The Witchcraft Act of 1735 ceased being a law in the 16th Century in Great Britain, although as late as 1811, Barbara Zdunk of Prussia was executed for witchcraft, the last one on record.
However, reports said that in Papua New Guinea, they still burn sorceresses. Kepari Leniata, 20, was stripped naked, tied up and doused with gasoline in Mount Hagen in the Western Highlands on Wednesday by the relatives of a boy whom she allegedly killed.
She was then thrown in fire in front of hundreds of people, the Post Courier newspaper reports.
Her alleged victim, a six-year-old boy, died the previous day. Reports said that Kepari admitted to killing the boy who was admitted to a hospital with stomach and chest pains on Tuesday, but eventually died.
A fire truck responded to the burning, but the firefighters were chased by the people. The PNG police said they will treat the incident as murder and is preparing charges against those responsible for the torching.
In response to the incident, PNG Prime Minister Peter O'Neill said in a statement, "It is reprehensible that women, the old and the weak in our society should be targeted for alleged sorcery or wrongs that they actually have nothing to do with."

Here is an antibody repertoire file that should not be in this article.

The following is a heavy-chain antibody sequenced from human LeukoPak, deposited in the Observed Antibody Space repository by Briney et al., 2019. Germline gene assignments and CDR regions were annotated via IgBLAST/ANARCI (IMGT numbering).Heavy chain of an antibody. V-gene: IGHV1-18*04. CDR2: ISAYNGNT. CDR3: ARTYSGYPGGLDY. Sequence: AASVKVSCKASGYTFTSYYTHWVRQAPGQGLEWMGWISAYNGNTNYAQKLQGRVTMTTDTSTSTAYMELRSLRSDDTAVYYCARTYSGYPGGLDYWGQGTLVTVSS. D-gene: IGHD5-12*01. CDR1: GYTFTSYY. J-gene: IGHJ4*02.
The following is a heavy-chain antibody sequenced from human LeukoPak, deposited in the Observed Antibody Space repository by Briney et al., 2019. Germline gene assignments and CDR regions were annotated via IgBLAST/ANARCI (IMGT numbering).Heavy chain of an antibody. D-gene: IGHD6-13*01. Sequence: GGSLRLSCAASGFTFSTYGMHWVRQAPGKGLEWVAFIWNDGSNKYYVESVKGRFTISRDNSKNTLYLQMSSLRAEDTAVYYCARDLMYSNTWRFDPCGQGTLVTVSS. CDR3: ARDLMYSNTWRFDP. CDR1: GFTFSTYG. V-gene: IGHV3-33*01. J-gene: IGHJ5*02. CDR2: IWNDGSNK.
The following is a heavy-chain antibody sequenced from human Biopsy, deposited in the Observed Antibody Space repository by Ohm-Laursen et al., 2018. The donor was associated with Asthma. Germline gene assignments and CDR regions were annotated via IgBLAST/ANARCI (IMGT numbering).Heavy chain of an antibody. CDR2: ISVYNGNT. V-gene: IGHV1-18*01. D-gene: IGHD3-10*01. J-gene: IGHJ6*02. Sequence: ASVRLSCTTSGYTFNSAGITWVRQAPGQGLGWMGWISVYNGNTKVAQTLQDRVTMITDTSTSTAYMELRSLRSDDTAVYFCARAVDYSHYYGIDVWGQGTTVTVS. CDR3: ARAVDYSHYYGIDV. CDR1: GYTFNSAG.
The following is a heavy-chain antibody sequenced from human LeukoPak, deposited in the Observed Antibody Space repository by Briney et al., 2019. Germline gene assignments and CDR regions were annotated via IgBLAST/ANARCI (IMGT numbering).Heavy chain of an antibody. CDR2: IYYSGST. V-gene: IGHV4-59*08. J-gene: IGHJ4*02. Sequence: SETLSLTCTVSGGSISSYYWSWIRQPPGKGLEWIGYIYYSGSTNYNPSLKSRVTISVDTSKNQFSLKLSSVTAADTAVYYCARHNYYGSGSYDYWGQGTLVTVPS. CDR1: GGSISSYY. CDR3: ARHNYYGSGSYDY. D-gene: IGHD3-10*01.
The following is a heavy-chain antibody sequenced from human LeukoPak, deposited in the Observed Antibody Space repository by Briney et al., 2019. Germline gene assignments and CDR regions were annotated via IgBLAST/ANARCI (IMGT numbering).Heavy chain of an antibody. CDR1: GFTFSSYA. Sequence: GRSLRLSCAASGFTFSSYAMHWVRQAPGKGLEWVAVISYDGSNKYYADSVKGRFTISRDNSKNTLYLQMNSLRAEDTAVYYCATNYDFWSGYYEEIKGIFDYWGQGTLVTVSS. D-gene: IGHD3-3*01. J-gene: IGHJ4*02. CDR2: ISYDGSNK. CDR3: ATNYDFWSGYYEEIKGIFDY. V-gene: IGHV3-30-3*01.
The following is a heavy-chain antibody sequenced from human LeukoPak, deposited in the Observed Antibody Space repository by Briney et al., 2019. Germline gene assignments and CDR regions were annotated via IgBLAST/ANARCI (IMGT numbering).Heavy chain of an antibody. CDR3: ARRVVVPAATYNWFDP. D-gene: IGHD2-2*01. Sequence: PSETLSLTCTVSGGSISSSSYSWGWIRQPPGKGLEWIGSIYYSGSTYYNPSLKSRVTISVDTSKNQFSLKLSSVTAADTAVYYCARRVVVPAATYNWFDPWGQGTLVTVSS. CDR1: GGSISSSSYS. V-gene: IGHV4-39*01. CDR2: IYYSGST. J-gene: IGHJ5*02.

Many Papuans still believe in sorcery and the practice of witchcraft, particularly in PNG highlands, according to an Oxfam report in 2010. They blame misfortune, illness, accidents or deaths on witchcraft,
Several incidents of killing of people, mostly women, were recorded in 2009, attributed to the victims being suspected sorcerers.
In 2008, a similar incident happened in Kenya, resulting in the death of 11 people.
There are no credible statistics on the number of alleged witches killed or burned in Europe with estimates ranging from 35,000 to millions. About 77 to 80 per cent of those killed or burned were women because of popular lore and fairy tales depicting witches as old women dressed in black gowns.
One of the most famous witch burning victims is Frenchwoman Joan of Arc, who eventually became a Catholic saint and a symbol of courage among women.